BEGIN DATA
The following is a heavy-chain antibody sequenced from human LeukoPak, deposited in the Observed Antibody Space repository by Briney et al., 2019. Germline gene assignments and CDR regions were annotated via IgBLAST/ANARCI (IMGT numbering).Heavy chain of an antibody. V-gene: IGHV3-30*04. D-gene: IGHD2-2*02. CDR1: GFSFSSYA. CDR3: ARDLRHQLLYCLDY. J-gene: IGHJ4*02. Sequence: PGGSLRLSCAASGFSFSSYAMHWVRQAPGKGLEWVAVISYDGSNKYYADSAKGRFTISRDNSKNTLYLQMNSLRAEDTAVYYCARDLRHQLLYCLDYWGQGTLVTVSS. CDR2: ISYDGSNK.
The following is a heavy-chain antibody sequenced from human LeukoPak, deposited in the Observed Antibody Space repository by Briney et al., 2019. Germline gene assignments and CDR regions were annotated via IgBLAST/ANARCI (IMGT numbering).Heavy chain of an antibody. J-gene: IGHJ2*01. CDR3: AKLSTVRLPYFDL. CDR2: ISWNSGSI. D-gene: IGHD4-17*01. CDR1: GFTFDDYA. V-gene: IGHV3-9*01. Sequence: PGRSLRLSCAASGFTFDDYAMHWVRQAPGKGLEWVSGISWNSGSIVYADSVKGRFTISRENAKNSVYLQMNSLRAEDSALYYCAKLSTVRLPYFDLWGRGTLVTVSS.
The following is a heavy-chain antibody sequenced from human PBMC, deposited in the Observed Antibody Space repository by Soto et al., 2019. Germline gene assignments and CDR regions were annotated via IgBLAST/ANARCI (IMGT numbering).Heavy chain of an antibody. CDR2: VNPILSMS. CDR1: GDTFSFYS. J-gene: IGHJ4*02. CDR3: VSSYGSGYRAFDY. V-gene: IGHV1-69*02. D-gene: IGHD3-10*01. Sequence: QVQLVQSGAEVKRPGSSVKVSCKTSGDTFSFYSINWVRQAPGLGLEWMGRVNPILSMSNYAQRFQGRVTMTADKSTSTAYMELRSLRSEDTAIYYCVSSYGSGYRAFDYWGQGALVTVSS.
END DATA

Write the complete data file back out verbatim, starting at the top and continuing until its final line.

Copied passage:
The following is a heavy-chain antibody sequenced from human LeukoPak, deposited in the Observed Antibody Space repository by Briney et al., 2019. Germline gene assignments and CDR regions were annotated via IgBLAST/ANARCI (IMGT numbering).Heavy chain of an antibody. V-gene: IGHV3-30*04. D-gene: IGHD2-2*02. CDR1: GFSFSSYA. CDR3: ARDLRHQLLYCLDY. J-gene: IGHJ4*02. Sequence: PGGSLRLSCAASGFSFSSYAMHWVRQAPGKGLEWVAVISYDGSNKYYADSAKGRFTISRDNSKNTLYLQMNSLRAEDTAVYYCARDLRHQLLYCLDYWGQGTLVTVSS. CDR2: ISYDGSNK.
The following is a heavy-chain antibody sequenced from human LeukoPak, deposited in the Observed Antibody Space repository by Briney et al., 2019. Germline gene assignments and CDR regions were annotated via IgBLAST/ANARCI (IMGT numbering).Heavy chain of an antibody. J-gene: IGHJ2*01. CDR3: AKLSTVRLPYFDL. CDR2: ISWNSGSI. D-gene: IGHD4-17*01. CDR1: GFTFDDYA. V-gene: IGHV3-9*01. Sequence: PGRSLRLSCAASGFTFDDYAMHWVRQAPGKGLEWVSGISWNSGSIVYADSVKGRFTISRENAKNSVYLQMNSLRAEDSALYYCAKLSTVRLPYFDLWGRGTLVTVSS.
The following is a heavy-chain antibody sequenced from human PBMC, deposited in the Observed Antibody Space repository by Soto et al., 2019. Germline gene assignments and CDR regions were annotated via IgBLAST/ANARCI (IMGT numbering).Heavy chain of an antibody. CDR2: VNPILSMS. CDR1: GDTFSFYS. J-gene: IGHJ4*02. CDR3: VSSYGSGYRAFDY. V-gene: IGHV1-69*02. D-gene: IGHD3-10*01. Sequence: QVQLVQSGAEVKRPGSSVKVSCKTSGDTFSFYSINWVRQAPGLGLEWMGRVNPILSMSNYAQRFQGRVTMTADKSTSTAYMELRSLRSEDTAIYYCVSSYGSGYRAFDYWGQGALVTVSS.